Lastly, in the City of Mitchell, South Dakota is a building called the Corn Palace. It is currently used as a gymnaisium as well as a convvention center and for hosting special events. The Palace is redecorated each year with naturally colored corn and other grains and native grasses to make it “the agricultural show-place of the world”. Currently 13 different colors or shades of corn are used to decorate the Corn Palace: red, brown, black, blue, white, orange, calico, yellow and now we have green corn! A different theme is chosen each year, and murals are designed to reflect that theme. Ear by ear the corn is nailed to the Corn Palace to create a scene. The decorating process usually starts in late May with the removal of the rye and dock. The corn murals are stripped at the end of August and the new ones are completed by the first of October. The following pictures do not do it justice so you'll just have to stop by and take a look for yourself should you evver be in the vicinity of Mitchell, South Dakota.

Wednesday, September 26, 2007

Ok...the trip is still on but I needed to post this

Paul Harvey Writes:

We tried so hard to make things better for our kids that we made them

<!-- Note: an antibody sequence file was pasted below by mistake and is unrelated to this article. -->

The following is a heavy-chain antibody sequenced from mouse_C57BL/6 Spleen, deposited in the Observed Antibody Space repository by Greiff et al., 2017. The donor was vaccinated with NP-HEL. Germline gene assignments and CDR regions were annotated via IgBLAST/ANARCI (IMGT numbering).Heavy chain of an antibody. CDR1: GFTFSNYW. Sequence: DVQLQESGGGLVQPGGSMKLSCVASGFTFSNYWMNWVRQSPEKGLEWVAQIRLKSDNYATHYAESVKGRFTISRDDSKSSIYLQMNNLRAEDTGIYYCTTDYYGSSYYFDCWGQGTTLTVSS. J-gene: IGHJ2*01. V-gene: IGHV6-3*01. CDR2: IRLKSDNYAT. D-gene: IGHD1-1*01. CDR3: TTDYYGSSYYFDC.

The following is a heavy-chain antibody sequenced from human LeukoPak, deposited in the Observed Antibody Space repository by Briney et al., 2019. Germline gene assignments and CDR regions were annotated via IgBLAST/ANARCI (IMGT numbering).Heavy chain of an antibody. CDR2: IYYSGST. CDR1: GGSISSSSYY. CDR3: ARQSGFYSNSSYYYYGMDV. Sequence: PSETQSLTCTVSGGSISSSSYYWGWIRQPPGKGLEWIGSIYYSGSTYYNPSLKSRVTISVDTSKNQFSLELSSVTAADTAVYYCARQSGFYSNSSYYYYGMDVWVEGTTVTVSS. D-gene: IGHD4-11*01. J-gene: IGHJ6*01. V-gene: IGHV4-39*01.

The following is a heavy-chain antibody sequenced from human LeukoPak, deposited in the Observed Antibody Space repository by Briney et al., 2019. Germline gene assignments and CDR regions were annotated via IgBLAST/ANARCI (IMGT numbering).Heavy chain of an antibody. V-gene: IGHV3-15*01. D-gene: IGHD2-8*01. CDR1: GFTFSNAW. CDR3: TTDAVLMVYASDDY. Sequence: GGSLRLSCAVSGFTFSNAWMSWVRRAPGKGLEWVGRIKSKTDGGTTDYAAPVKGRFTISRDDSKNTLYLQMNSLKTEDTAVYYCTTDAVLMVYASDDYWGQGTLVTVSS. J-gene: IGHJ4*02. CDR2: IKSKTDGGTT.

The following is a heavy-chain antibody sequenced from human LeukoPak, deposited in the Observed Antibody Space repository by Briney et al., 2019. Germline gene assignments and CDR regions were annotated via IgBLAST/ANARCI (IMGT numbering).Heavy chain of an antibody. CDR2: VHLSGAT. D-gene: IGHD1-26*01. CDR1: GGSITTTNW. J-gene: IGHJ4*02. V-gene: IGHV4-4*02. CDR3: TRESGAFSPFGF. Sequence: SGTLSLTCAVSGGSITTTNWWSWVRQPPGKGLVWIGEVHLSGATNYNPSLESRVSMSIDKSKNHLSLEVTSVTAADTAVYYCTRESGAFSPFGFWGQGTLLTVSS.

worse. For my grandchildren, I'd like better.

I'd really like for them to know about hand me down clothes and homemade
ice cream and leftover meat loaf sandwiches. I really would.

I hope you learn humility by being humiliated, and that you learn
honesty by being cheated.

I hope you learn to make your own bed and mow the lawn and wash the car.

And I really hope nobody gives you a brand new car when you are sixteen.

It will be good if at least one time you can see puppies born and your
old dog put to sleep.

I hope you get a black eye fighting for something you believe in.

I hope you have to share a bedroom with your younger brother/sister. And
it's all right if you have to draw a line down the middle of the room,but when
he wants to crawl under the covers with you because he's scared, I hope you let

When you want to see a movie and your little brother/sister wants to tag
along, I hope you'll let him/her.

I hope you have to walk uphill to school with your friends and that you
live in a town where you can do it safely.

On rainy days when you have to catch a ride, I hope you don't ask your
driver to drop you two blocks away so you won't be seen riding with someone as
uncool as your Mom.

If you want a slingshot, I hope your Dad teaches you how to make one
instead of buying one.

I hope you learn to dig in the dirt and read books.

When you learn to use computers, I hope you also learn to add and
subtract in your head.

I hope you get teased by your friends when you have your first crush on
a boy\girl, and when you talk back to your mother that you learn what ivory soap
tastes like.

May you skin your knee climbing a mountain, burn your hand on a stove